Elizabeth Wrigley-Field Receives The Milbank Quarterly Early Career Award in Population Health

The Milbank Quarterly was pleased to present its Early Career Award in Population Health to Elizabeth Wrigley-Field, PhD, an associate professor of sociology at the University of Minnesota and the director of the Minnesota Population Center, at the 2023 Interdisciplinary Association for Population Health Science (IAPHS) Conference in October. Dr. Wrigley-Field studies racial inequality in the historical and contemporary United States and was recognized with the award for her research on mortality disparities and the COVID-19 pandemic.  

Elizabeth Wrigley-Field
Elizabeth Wrigley-Field

In addition to conducting research on mortality rates during the pandemic, Dr. Wrigley-Field co-founded the Seward Vaccine Equity Project to make vaccine access more equitable, particularly in the Seward neighborhood of Minneapolis. The Seward Vaccine Equity Project vaccinated about 500 people, most of whom were African immigrants. Wrigley-Field observed that the uprising following George Floyd’s death helped foster community collaboration that made the vaccination program possible.  

Wrigley-Field stumbled into population health research as a graduate student and was intrigued by the intellectual puzzle of switching between thinking about individuals and populations while using imperfect data. More personally, the death of family member at a pivotal moment in her postdoctoral research prompted her to focus on preventable death. As someone who cares about inequality, she has focused her research on mortality disparities in the United States. In explaining the methodological challenges of comparing mortality rates in populations with structural disadvantages and those with advantages, she notes that studies often look at two older-age populations. “We often understate how serious mortality inequalities are because we only measure people who live long enough to be counted,” she says. “In disadvantaged groups, that’s a very particular slice of the population, so a lot of the comparisons we make about inequality can be wrong.”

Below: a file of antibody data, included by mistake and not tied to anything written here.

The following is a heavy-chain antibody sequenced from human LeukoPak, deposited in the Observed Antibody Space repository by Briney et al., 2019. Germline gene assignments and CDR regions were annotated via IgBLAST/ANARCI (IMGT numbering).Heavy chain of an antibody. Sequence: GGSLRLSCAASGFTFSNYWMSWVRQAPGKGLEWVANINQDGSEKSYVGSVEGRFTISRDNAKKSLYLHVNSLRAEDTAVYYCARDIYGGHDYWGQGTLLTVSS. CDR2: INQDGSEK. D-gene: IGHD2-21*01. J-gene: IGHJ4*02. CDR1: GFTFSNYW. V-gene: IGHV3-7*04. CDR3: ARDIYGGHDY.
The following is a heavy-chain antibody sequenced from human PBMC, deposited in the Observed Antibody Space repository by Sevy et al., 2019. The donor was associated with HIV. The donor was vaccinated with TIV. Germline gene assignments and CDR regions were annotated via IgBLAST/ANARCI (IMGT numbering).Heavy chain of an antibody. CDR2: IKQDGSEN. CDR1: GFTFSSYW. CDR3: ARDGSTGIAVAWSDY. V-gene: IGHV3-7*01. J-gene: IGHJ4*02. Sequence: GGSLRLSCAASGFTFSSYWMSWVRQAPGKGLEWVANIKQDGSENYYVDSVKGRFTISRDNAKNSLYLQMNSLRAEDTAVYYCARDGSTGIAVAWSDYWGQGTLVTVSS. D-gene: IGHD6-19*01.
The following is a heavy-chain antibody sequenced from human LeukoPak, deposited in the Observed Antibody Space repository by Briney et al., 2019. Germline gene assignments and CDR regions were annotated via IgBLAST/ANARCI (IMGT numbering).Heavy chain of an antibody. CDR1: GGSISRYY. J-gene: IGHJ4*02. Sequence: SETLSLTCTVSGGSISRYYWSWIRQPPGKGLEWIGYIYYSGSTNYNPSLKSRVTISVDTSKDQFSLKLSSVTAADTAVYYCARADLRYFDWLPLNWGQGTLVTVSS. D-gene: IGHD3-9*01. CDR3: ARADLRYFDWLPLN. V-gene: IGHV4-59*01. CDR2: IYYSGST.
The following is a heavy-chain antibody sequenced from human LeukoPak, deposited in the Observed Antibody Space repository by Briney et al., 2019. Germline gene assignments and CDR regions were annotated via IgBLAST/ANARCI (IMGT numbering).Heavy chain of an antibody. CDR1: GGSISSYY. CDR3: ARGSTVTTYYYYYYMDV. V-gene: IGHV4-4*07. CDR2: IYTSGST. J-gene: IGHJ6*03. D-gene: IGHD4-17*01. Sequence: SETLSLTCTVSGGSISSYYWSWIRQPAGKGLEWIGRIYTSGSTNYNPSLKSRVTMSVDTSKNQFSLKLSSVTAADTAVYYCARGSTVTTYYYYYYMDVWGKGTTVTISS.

Wrigley-Field says she enjoys research that challenges unspoken assumptions. During the Covid-19 pandemic, many people assumed that the mortality rate was unprecedented, but her research showed that White mortality during the pandemic was equivalent to African American mortality every year outside the pandemic. She asks, “if we think about the scale of changes that we as a society were willing to embrace to try to limit pandemic deaths, what would it look like to have that same willingness to embrace changes on a similar scale to prevent the excess deaths that African Americans experience every year?”  

Wrigley-Field thinks it is important to recognize researchers early in their careers. She shared that the death in her family could have derailed her career and highlights that academia won’t be equitable as long as universities assume that researchers and professors are only workers. Of The Milbank Quarterly Early Career Award in Population Health, she says, “I’m so honored to win this award associated with two institutions — The Milbank Quarterly and IAPHS — that do so much to improve our evidence base about population health. It’s a great tradition to be part of.” 

Past recipients of The Milbank Quarterly Early Career Award in Population Health include Merlin Chowkwanyun (2022), Atheendar Venkataramani (2021), Dustin Duncan (2020), and Jennifer Karas Montez (2019).